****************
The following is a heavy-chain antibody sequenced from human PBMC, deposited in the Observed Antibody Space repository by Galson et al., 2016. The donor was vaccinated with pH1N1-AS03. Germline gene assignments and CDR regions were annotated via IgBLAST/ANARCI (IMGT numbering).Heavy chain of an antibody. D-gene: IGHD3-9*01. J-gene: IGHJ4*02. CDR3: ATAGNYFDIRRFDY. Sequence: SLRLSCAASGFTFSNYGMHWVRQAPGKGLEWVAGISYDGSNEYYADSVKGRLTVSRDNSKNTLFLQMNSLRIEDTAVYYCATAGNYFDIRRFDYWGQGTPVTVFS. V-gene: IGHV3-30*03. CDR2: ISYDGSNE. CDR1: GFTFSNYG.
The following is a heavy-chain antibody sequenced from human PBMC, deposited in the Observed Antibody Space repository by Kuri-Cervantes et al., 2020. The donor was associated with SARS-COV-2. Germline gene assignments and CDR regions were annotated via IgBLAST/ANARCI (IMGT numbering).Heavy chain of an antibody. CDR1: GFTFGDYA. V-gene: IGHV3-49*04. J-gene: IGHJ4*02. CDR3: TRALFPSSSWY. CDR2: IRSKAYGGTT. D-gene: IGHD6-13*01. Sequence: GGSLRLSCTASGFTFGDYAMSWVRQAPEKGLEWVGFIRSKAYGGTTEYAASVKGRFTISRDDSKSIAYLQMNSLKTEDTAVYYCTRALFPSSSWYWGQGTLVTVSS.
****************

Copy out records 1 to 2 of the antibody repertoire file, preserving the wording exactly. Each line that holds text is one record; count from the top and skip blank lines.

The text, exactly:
The following is a heavy-chain antibody sequenced from human PBMC, deposited in the Observed Antibody Space repository by Galson et al., 2016. The donor was vaccinated with pH1N1-AS03. Germline gene assignments and CDR regions were annotated via IgBLAST/ANARCI (IMGT numbering).Heavy chain of an antibody. D-gene: IGHD3-9*01. J-gene: IGHJ4*02. CDR3: ATAGNYFDIRRFDY. Sequence: SLRLSCAASGFTFSNYGMHWVRQAPGKGLEWVAGISYDGSNEYYADSVKGRLTVSRDNSKNTLFLQMNSLRIEDTAVYYCATAGNYFDIRRFDYWGQGTPVTVFS. V-gene: IGHV3-30*03. CDR2: ISYDGSNE. CDR1: GFTFSNYG.
The following is a heavy-chain antibody sequenced from human PBMC, deposited in the Observed Antibody Space repository by Kuri-Cervantes et al., 2020. The donor was associated with SARS-COV-2. Germline gene assignments and CDR regions were annotated via IgBLAST/ANARCI (IMGT numbering).Heavy chain of an antibody. CDR1: GFTFGDYA. V-gene: IGHV3-49*04. J-gene: IGHJ4*02. CDR3: TRALFPSSSWY. CDR2: IRSKAYGGTT. D-gene: IGHD6-13*01. Sequence: GGSLRLSCTASGFTFGDYAMSWVRQAPEKGLEWVGFIRSKAYGGTTEYAASVKGRFTISRDDSKSIAYLQMNSLKTEDTAVYYCTRALFPSSSWYWGQGTLVTVSS.